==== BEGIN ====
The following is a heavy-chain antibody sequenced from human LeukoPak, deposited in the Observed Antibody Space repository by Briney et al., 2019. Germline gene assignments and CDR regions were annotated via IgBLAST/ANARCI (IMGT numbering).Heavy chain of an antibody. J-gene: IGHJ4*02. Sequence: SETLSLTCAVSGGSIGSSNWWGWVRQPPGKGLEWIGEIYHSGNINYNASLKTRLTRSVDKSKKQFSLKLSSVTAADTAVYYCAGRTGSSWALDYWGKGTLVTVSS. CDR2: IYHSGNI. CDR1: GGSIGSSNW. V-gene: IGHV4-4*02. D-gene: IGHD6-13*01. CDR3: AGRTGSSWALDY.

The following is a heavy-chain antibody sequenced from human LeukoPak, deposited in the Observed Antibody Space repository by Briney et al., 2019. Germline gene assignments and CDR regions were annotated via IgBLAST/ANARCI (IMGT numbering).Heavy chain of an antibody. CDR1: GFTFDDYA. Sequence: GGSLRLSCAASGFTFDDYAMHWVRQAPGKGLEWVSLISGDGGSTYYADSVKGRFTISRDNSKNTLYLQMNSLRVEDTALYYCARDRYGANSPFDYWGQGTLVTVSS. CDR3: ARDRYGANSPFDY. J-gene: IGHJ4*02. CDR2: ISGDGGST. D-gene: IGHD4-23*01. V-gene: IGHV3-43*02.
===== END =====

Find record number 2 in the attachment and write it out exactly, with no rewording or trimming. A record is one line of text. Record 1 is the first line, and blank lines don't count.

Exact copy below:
The following is a heavy-chain antibody sequenced from human LeukoPak, deposited in the Observed Antibody Space repository by Briney et al., 2019. Germline gene assignments and CDR regions were annotated via IgBLAST/ANARCI (IMGT numbering).Heavy chain of an antibody. CDR1: GFTFDDYA. Sequence: GGSLRLSCAASGFTFDDYAMHWVRQAPGKGLEWVSLISGDGGSTYYADSVKGRFTISRDNSKNTLYLQMNSLRVEDTALYYCARDRYGANSPFDYWGQGTLVTVSS. CDR3: ARDRYGANSPFDY. J-gene: IGHJ4*02. CDR2: ISGDGGST. D-gene: IGHD4-23*01. V-gene: IGHV3-43*02.